An Extension of van Schooten's Theorem
van Schooten's Theorem asserts that, for a point P on the circumcircle of an equilateral ΔABC, the longest of the segments PA, PB, PC is the sum of the shorter two.
Bui Quang Tuan has shown how van Schooten theorem can be extended to triangles that are not equilateral.
Theorem 1
The proof depends on the following
Lemma
In ΔABC, h = b·c/(2R), where h is the altitude from A and R is the circumradius. (For the proof see Metric Relations in a Triangle.)
To continue with the theorem, for ΔPBC, lemma gives
and similarly for triangles PCA and PAB. Next we obtain
(1) |
a/d_{a} = a/(PB·PC)·(2R) = a·PA·(2R)/(PA·PB·PC), b/d_{b} = b/(PC·PA)·(2R) = b·PB·(2R)/(PA·PB·PC), c/d_{c} = c/(PA·PB)·(2R) = c·PC·(2R)/(PA·PB·PC). |
ΔABC divides its circumcircle into three arcs, say (BC), (CA), (AB). If, for instance, P is on arc (BC) then by Ptolemy's theorem,
Therefore
(2) | a/d_{a} = b/d_{b} + c/d_{c}, |
as needed.
It follows from (1) that say, when a = b = c,
Observe that, as it follows from the proof, the ratio in the left-hand side of (2) (i.e., the largest ratio possible) corresponds to the arc that contains P.
Now, as Bui Quang Tuan has shown, (2) admits a further extension to polygons with more than three vertices.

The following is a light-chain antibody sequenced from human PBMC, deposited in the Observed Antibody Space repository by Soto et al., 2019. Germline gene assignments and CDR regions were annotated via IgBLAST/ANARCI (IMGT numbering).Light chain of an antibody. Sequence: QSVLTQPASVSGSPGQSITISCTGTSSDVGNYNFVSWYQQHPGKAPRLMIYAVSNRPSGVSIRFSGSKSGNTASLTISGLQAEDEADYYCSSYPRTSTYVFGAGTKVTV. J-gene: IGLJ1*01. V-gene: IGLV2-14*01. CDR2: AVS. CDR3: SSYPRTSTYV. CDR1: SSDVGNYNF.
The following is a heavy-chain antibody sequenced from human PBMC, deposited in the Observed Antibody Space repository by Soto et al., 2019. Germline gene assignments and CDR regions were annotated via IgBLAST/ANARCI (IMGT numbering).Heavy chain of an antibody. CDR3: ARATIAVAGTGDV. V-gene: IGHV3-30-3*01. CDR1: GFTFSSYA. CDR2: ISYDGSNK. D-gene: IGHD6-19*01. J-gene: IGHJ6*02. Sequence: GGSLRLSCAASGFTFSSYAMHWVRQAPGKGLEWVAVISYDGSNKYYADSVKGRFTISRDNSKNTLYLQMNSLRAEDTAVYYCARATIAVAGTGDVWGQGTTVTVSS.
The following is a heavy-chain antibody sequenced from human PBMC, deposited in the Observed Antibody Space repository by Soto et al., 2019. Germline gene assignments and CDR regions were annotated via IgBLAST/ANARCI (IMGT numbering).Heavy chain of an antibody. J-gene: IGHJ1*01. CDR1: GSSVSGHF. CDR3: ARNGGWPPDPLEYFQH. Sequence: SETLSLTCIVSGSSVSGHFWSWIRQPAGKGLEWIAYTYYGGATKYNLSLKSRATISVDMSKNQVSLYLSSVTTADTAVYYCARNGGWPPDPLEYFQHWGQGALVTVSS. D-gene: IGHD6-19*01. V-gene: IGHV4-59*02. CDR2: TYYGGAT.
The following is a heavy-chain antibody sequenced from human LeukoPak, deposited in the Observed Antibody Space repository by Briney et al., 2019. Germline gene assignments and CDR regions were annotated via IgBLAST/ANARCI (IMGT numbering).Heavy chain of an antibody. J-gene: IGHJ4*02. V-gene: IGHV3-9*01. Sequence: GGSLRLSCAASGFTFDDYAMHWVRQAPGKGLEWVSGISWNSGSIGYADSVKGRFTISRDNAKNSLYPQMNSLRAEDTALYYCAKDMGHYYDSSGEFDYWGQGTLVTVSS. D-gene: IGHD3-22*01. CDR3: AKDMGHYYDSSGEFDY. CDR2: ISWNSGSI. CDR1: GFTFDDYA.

Theorem 2
Given point P on the circumcircle of a cyclic convex polygon X_{1}X_{2}X_{3} ... X_{n-1}X_{n}
- a_{i j} = length of side X_{i}X_{j}
- d_{i j} = distance from P to sidelines X_{i}X_{j}
- R_{i j} = ratio a_{i j}/d_{i j}
Without loss of generality we may assume that P is on the arc X_{1}X_{2}. Then the set of ratios R_{12}, R_{23}, R_{34}, ..., R_{(n-1)n}, R_{n1} has an engaging property that, in a sense, extends Theorem 1:
(2) | R_{12} = R_{23} + R_{34} + ... + R_{(n-1) n} + R_{n1}. |
Proof
The proof is by induction where we start with
We proceed with the inductive step. Assume
X_{1}X_{3}X_{4} ... X_{k} is a convex
In ΔX_{1}X_{2}X_{3},
R_{12} | = R_{23} + R_{13} |
= R_{23} + R_{34} + R_{45} + ... + R_{k1} |
So the theorem is true for any
Bui Quang Tuan also came up with a direct proof that avoids inductive reasoning. Assuming P is on the arc X_{1}X_{2}, consider a triangulation of the polygon
R_{13} = R_{34} + R_{14},
...
R_{1k} = R_{k(k + 1)} + R_{1(k + 1)},
...
R_{1(n-2)} = R_{(n-2)(n-1)} + R_{1(n-1)},
R_{1(n-1)} = R_{(n-1)n} + R_{1n}.
Summing them up we again obtain the desired result:
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